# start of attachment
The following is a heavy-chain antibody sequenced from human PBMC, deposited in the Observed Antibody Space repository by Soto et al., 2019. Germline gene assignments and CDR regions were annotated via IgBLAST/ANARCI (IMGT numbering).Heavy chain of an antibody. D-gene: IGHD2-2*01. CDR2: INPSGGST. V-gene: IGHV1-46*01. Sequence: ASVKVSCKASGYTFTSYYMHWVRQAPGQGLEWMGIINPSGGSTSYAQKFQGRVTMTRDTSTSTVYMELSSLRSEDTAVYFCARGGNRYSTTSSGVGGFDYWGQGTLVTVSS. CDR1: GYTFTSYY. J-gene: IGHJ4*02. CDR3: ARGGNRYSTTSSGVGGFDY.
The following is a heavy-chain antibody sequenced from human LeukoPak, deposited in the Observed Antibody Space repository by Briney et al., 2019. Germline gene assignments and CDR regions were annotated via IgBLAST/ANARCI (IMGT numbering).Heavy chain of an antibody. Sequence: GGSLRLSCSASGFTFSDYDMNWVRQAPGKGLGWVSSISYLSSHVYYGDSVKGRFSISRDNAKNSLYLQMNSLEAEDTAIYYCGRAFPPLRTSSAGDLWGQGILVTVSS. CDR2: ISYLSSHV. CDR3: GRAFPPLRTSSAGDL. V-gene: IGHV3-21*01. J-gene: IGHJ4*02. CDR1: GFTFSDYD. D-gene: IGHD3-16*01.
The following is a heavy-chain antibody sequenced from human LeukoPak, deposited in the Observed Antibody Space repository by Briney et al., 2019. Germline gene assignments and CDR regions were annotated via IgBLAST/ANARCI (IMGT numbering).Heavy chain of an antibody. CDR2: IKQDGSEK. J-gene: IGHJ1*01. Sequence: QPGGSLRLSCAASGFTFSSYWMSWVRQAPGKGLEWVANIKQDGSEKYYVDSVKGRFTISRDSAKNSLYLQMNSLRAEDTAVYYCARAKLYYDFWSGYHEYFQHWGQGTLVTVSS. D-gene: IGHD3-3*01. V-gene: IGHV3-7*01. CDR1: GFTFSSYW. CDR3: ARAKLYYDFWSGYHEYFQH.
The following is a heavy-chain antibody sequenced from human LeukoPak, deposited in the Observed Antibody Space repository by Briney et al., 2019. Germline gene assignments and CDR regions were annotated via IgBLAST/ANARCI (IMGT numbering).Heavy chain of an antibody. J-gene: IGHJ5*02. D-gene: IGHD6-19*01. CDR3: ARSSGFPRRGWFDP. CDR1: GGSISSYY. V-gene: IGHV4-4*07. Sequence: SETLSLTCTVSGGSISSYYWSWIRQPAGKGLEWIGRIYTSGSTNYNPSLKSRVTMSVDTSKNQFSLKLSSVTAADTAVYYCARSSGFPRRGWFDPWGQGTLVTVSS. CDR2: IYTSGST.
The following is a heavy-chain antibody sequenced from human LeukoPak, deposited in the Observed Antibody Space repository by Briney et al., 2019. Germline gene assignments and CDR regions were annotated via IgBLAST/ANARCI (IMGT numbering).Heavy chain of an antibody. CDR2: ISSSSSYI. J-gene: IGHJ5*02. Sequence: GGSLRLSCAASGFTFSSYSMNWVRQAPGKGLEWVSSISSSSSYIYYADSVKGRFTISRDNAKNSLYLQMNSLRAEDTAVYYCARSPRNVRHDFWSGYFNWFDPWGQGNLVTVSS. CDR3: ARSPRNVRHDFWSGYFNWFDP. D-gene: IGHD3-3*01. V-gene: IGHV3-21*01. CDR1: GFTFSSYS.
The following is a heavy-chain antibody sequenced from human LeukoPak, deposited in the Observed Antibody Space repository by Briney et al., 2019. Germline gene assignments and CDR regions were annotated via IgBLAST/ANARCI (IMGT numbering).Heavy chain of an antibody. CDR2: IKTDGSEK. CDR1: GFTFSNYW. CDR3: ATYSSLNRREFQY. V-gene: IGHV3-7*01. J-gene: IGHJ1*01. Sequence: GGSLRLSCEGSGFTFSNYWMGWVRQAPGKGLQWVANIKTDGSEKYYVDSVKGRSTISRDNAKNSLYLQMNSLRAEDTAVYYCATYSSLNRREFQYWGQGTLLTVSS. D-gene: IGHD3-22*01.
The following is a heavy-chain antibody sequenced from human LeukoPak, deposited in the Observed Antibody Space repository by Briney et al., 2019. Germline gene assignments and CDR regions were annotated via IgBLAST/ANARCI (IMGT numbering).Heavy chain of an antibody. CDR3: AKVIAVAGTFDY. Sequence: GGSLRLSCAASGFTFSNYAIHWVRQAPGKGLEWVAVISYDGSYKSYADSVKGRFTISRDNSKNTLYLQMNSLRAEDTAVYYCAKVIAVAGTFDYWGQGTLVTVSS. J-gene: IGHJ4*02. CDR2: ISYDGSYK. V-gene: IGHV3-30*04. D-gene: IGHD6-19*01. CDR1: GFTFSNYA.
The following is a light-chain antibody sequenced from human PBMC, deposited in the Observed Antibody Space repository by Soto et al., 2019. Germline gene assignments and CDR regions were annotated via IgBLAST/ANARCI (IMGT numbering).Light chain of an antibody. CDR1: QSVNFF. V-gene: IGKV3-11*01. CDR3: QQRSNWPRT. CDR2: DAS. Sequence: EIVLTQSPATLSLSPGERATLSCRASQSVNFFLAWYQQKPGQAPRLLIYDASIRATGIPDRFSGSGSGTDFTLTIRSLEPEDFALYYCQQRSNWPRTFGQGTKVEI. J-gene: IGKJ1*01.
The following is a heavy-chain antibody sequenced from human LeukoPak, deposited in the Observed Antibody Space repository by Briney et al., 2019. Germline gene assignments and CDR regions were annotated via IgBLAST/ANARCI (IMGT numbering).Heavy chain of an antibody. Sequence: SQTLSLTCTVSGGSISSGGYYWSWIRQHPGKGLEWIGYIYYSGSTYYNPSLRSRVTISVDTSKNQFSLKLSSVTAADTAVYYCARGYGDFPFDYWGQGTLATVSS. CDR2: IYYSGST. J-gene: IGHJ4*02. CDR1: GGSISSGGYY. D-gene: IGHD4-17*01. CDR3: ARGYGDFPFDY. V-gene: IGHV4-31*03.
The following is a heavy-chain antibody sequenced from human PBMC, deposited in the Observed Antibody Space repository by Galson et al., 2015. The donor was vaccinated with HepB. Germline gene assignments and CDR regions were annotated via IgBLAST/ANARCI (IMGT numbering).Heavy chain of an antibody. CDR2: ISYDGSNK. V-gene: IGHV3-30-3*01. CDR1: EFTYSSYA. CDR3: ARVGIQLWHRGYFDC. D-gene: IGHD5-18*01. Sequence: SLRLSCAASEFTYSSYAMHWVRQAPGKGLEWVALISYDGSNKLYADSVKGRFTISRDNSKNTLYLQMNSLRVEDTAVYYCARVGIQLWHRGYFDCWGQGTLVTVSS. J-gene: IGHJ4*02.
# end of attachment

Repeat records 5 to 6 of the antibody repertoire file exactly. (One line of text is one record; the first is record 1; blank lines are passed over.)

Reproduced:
The following is a heavy-chain antibody sequenced from human LeukoPak, deposited in the Observed Antibody Space repository by Briney et al., 2019. Germline gene assignments and CDR regions were annotated via IgBLAST/ANARCI (IMGT numbering).Heavy chain of an antibody. CDR2: ISSSSSYI. J-gene: IGHJ5*02. Sequence: GGSLRLSCAASGFTFSSYSMNWVRQAPGKGLEWVSSISSSSSYIYYADSVKGRFTISRDNAKNSLYLQMNSLRAEDTAVYYCARSPRNVRHDFWSGYFNWFDPWGQGNLVTVSS. CDR3: ARSPRNVRHDFWSGYFNWFDP. D-gene: IGHD3-3*01. V-gene: IGHV3-21*01. CDR1: GFTFSSYS.
The following is a heavy-chain antibody sequenced from human LeukoPak, deposited in the Observed Antibody Space repository by Briney et al., 2019. Germline gene assignments and CDR regions were annotated via IgBLAST/ANARCI (IMGT numbering).Heavy chain of an antibody. CDR2: IKTDGSEK. CDR1: GFTFSNYW. CDR3: ATYSSLNRREFQY. V-gene: IGHV3-7*01. J-gene: IGHJ1*01. Sequence: GGSLRLSCEGSGFTFSNYWMGWVRQAPGKGLQWVANIKTDGSEKYYVDSVKGRSTISRDNAKNSLYLQMNSLRAEDTAVYYCATYSSLNRREFQYWGQGTLLTVSS. D-gene: IGHD3-22*01.